This topic introduces you to the relationships that you can define between tables in PowerPivot for Excel. The topic includes the following sections:
After you have read this topic, you should understand what a relationship is, what the requirements are for defining a relationship, and how PowerPivot for Excel can automatically detect relationships for you. Along the way, you will learn some of the terminology that database professionals use to describe relationships.
A relationship is a connection between two tables of data, based on one or more columns in each table (exactly one column in each table for PowerPivot). To see why relationships are useful, imagine that you track data for customer orders in your business. You could track all the data in a single table that has a structure like the following:
This approach can work, but it involves storing a lot of redundant data, such as the customer e-mail address for every order. Storage is cheap, but you have to make sure you update every row for that customer if the e-mail address changes. One solution to this problem is to split the data into multiple tables and define relationships between those tables. This is the approach used in relational databases like SQL Server. For example, a database that you import into PowerPivot for Excel might represent order data by using three related tables:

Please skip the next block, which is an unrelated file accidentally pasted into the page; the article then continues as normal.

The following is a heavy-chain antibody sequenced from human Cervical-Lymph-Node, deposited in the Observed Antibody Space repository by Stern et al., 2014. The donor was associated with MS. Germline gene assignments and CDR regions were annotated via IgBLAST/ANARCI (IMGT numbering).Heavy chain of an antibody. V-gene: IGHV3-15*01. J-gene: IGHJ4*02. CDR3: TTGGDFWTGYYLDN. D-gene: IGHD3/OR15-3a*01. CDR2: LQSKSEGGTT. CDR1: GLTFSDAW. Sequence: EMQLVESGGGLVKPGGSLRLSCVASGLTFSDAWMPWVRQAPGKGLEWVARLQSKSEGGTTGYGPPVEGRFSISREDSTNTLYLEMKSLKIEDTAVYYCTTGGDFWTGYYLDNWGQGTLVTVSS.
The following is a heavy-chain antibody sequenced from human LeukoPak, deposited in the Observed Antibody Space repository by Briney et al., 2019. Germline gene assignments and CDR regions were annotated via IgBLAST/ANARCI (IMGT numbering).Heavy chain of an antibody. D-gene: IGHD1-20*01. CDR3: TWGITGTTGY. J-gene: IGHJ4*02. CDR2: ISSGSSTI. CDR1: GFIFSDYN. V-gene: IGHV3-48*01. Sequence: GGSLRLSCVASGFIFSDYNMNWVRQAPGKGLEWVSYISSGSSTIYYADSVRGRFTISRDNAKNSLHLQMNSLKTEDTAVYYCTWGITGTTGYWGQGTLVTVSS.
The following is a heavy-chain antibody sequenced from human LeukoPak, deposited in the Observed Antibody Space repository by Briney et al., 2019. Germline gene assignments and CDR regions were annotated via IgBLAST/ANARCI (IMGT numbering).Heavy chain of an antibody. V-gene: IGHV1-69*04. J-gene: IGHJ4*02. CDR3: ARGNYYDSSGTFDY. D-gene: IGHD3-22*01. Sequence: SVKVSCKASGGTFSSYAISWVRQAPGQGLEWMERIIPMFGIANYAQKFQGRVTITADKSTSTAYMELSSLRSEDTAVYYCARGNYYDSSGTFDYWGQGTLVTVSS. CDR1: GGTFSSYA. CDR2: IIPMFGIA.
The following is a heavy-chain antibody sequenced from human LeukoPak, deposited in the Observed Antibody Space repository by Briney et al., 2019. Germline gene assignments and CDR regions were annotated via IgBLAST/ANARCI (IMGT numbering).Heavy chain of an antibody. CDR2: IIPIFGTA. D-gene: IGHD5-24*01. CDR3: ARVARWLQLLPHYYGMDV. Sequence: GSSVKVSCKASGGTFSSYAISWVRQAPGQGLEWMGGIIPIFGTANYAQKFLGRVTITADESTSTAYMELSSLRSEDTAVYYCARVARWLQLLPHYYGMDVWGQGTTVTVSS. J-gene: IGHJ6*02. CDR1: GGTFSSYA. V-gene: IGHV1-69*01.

If you import these tables from the same database, PowerPivot can detect the relationships between the tables based on the columns that are in [brackets], and can reproduce these relationships in the PowerPivot window. For more information, see Automatic Detection and Inference of Relationships in this topic. If you import tables from multiple sources, you can manually create relationships as described in Create a Relationship Between Two Tables.
Columns and Keys
Relationships are based on columns in each table that contain the same data. For example, the Customers and Orders tables can be related to each other because they both contain a column that stores a customer ID. In the example, the column names are the same, but this is not a requirement. One could be CustomerID and another CustomerNumber, as long as all of the rows in the Orders table contain an ID that is also stored in the Customers table.
In a relational database, there are several types of keys, which are typically just columns with special properties. The following four types of keys are the most interesting for our purposes:
Primary key: uniquely identifies a row in a table, such as CustomerID in the Customers table.
Alternate key (or candidate key): a column other than the primary key that is unique. For example, an Employees table might store an employee ID and a social security number, both of which are unique.
Foreign key: a column that refers to a unique column in another table, such as CustomerID in the Orders table, which refers to CustomerID in the Customers table.